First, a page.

By now we've all seen the banter that started last week between Seahawks head coach Pete Carroll and Miami Heat guard LeBron James regarding LBJ spending his free time in Seattle while locked out by the NBA. It's not going to happen, but it does make me wonder what he would have looked like eight years ago in Scarlet and Gray.
I'm not here to debate whether James would have come to Ohio State to play football. He wouldn't, and didn't. Obviously. He was the #1 ranked high school basketball player in Ohio from the moment he received a ranking as a sophomore at Akron St. Vincent-St. Mary HS until he dropped 25-9-6 and 4 steals in his 2003 NBA debut against the Sacramento Kings at the age of eighteen. He was always going to play basketball, and did.
Many in Ohio hate the man now after his "Decision" to leave Cleveland but he was still the Golden Child in 2003. The same people who jeer him now would have been cheering out of their minds each fall Saturday had he been in Scarlet and Gray.
First we have to look at the physical tools the eighteen-year-old version of LeBron James had to work with. During his senior year at Akron SVSM his basketball recruiting profile at Rivals had him listed at 6'6" 225 pounds. That's not "prototype" anything in college football, but James was a first-team all-state WR for Akron SVSM his sophomore and junior seasons and sat out his senior season after breaking his left wrist in an AAU basketball game before football started. His junior year he recorded 61 catches for 1,245 yards and 16 touchdowns after posting 41 catches for 820 yards and 7 touchdowns his sophomore year.
The jury in most circles rules in favor of playing James as a Tight End (by comparison Ohio State's starting TE in 2003 was senior Ben Hartsock at 6'4" 264 pounds) but I'm not sure it matters. James was freakishly athletic for his age and likely could have succeeded at TE or WR on the highest level of amateur football. Heck at 6'6" 225lb at age eighteen his size would overmatch many tight ends and nearly every WR in today's NFL with the exception of Detroit's Calvin Johnson, who is 6'5" 235 pounds.
LeBron was passing the eye test in 2003.
Unfortunately the, "can he play?" answers are left to our imagination, but some knowledgable names have put their two cents in and the opinions are mixed. Mark Murphy, who had an 11-year career at safety for Green Bay that landed him in the Packers' Hall of Fame thinks he could have definitely played and had success:
"I've been around a lot of great receivers. I tell people that I rate my top receivers -- coaching, playing or watching -- as James Lofton, Jerry Rice, Steve Largent and LeBron James. People laugh at me, but it's true. The kid had everything you could want. I felt like that was one kid that could have gone from high school to the NFL and played."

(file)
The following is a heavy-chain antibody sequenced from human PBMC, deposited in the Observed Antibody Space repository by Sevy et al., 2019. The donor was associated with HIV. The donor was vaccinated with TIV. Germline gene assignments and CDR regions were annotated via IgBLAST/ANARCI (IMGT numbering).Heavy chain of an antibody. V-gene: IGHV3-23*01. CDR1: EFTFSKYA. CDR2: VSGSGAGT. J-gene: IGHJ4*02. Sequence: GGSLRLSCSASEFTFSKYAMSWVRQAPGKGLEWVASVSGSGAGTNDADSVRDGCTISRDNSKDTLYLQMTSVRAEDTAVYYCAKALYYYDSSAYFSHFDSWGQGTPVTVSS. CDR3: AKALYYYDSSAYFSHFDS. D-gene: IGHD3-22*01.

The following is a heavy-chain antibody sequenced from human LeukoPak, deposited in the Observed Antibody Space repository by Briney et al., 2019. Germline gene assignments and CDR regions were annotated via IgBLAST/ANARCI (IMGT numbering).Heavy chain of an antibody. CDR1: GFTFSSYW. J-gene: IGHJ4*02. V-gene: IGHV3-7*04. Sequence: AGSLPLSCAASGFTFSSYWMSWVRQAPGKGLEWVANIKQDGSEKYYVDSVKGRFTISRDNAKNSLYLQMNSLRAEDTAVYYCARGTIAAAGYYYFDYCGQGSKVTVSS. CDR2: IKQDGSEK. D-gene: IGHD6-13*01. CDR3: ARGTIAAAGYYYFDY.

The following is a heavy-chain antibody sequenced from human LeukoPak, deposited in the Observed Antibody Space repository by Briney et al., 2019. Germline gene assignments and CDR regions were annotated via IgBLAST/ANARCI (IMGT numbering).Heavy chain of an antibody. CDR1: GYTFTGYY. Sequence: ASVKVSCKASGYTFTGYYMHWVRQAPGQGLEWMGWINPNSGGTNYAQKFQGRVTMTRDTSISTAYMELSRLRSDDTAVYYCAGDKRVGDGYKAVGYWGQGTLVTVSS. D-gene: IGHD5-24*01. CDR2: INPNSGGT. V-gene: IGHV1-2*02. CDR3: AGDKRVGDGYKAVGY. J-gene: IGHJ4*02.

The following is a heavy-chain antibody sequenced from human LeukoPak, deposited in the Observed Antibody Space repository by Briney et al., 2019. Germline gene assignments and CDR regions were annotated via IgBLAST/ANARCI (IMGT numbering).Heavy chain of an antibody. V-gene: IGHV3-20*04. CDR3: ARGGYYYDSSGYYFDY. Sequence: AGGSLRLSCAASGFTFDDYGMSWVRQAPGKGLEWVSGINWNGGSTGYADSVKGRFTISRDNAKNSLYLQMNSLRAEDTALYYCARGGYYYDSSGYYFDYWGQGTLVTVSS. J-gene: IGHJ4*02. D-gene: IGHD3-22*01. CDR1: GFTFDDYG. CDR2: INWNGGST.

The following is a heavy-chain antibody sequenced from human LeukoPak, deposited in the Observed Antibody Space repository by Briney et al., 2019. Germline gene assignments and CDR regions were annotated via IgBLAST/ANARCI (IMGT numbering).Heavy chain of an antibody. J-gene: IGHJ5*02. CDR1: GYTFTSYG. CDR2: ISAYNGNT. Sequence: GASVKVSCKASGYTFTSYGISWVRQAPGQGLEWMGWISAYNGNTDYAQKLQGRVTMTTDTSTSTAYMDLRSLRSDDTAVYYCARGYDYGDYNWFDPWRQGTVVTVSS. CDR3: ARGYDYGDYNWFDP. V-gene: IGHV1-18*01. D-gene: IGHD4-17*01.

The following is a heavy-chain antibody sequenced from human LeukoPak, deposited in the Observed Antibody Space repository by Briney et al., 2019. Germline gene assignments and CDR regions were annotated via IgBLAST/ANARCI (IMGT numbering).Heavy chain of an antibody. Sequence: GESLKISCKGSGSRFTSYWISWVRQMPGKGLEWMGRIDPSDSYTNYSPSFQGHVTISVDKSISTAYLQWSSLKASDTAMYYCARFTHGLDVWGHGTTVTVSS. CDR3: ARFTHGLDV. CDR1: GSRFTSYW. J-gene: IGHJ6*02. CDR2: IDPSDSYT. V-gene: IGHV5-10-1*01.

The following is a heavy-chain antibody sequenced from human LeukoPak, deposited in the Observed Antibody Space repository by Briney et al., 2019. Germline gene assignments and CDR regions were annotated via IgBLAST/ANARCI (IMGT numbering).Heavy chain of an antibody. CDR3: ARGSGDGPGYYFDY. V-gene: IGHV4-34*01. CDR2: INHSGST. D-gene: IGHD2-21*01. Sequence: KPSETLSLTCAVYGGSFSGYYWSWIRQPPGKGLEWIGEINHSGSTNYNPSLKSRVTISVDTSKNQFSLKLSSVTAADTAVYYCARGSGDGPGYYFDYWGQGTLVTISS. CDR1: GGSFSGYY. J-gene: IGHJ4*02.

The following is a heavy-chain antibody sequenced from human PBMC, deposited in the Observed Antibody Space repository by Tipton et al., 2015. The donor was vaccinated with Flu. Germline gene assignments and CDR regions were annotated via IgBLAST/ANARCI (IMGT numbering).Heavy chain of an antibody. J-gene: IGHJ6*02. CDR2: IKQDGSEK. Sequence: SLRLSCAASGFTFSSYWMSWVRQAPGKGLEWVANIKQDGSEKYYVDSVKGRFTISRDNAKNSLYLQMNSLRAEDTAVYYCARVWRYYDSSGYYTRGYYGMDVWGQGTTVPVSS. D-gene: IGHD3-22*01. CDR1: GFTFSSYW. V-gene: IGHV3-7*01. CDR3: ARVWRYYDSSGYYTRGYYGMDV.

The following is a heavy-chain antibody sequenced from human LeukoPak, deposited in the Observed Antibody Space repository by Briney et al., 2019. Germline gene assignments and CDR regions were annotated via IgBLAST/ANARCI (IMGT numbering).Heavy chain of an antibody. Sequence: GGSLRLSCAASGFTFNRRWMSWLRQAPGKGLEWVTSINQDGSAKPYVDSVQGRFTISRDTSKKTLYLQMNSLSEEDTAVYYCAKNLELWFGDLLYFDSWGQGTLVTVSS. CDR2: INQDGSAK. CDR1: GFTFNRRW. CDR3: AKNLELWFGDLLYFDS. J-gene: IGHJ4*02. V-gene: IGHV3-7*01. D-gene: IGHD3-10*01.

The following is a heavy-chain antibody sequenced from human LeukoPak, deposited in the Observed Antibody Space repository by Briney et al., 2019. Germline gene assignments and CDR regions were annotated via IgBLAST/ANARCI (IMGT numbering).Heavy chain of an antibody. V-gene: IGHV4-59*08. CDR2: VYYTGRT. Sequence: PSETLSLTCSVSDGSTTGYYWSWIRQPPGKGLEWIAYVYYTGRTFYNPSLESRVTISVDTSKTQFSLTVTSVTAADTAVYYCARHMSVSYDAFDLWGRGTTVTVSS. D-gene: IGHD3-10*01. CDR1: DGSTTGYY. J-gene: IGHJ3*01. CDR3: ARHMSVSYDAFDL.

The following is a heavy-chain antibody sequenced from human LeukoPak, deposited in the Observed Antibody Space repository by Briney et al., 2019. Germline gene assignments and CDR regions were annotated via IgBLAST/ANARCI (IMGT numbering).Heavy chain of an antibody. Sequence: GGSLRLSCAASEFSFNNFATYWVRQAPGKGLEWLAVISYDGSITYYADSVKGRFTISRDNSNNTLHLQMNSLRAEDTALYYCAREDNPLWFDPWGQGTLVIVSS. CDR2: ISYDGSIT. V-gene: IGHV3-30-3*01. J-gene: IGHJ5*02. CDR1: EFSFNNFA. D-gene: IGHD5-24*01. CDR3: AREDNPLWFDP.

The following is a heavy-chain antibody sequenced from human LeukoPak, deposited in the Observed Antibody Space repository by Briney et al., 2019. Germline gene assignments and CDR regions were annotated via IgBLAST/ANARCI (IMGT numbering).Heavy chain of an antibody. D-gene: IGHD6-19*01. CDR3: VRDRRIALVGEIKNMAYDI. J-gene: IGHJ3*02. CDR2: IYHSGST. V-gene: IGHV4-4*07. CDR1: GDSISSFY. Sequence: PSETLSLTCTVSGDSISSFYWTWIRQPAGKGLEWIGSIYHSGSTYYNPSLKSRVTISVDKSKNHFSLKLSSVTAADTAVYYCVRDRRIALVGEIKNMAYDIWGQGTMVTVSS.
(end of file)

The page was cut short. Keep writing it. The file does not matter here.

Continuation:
Bill Parcells isn't so quick to agree (although he was referencing the thought of the 2009 LeBron James playing in the NFL, not the plans of the Akron SVSM LeBron James):
"I would tell him I think he needs to lay down on the couch and have some warm milk and listen to some soft music. Football's not something he needs to do."
The recently retired Randy Moss, who spent 13 years terrorizing NFL defensive backs, is pretty sure LeBron could handle the rigors of the sport:
"I think LeBron could come in and do better than Antonio Gates. LeBron James is the athlete that comes around every so often. The things that he does are something we haven't seen before.…It's just very rare for athletes to be able to do the things that he does to entertain and wow us night in and night out."
What about J.D. Brookheart who coached the aforementioned Gates and current NFL WR Domenik Hixon at Akron, as well as Larry Fitzgerald and Antonio Bryant at Pitt?
"From my perspective, the best athletes in the world play in the NBA. Look at what Gates did. He was a pretty good basketball player athletically, but LeBron's world class. It's not very hard to tell at all how good of a football player LeBron would be. Had he pursued it, I think he'd be an All-Pro receiver. With that body and skills that he has, I think even if he wasn't a 4.4 or 4.5 speed guy -- and I'm not so certain he wouldn't be that -- he would pose absolutely unwinnable matchups out there."
I'm not sure if that's coach-speak or fan-speak coming from Brookheart, but it's difficult to argue regardless. The whole Carroll-James conversation is a joke. It's an attention grab and it's been successful as just that. Pete Carroll loves attention and LeBron James, well, loves attention. But it's not reality and it's not going to be.
We can't turn back back the clock and see LeBron in the Horseshoe either, but what would happen if we could?
In 2003 we would have seen senior QB Craig Krentzel, fresh off a National Championship, playing pitch and catch with seniors Michael Jenkins and Bam Childress, sophomore Santonio Holmes, and true freshman LeBron James. I would love to know what role James could have played as a freshman. Could you really keep someone that skilled and athletic off the field? I can't see it.
2005 would have been even better...
How about junior QB (and future Heisman Trophy winner) Troy Smith having seniors Santonio Holmes and Roy Hall, juniors LeBron James and Anthony Gonzalez, as well as sophomore speedster Ted Ginn, Jr. to throw too? Heck 2005 was already a sight to see without the thought of LeBron James but when you add him into the equation I think it could have been even more special. Unfortunately we'll never know.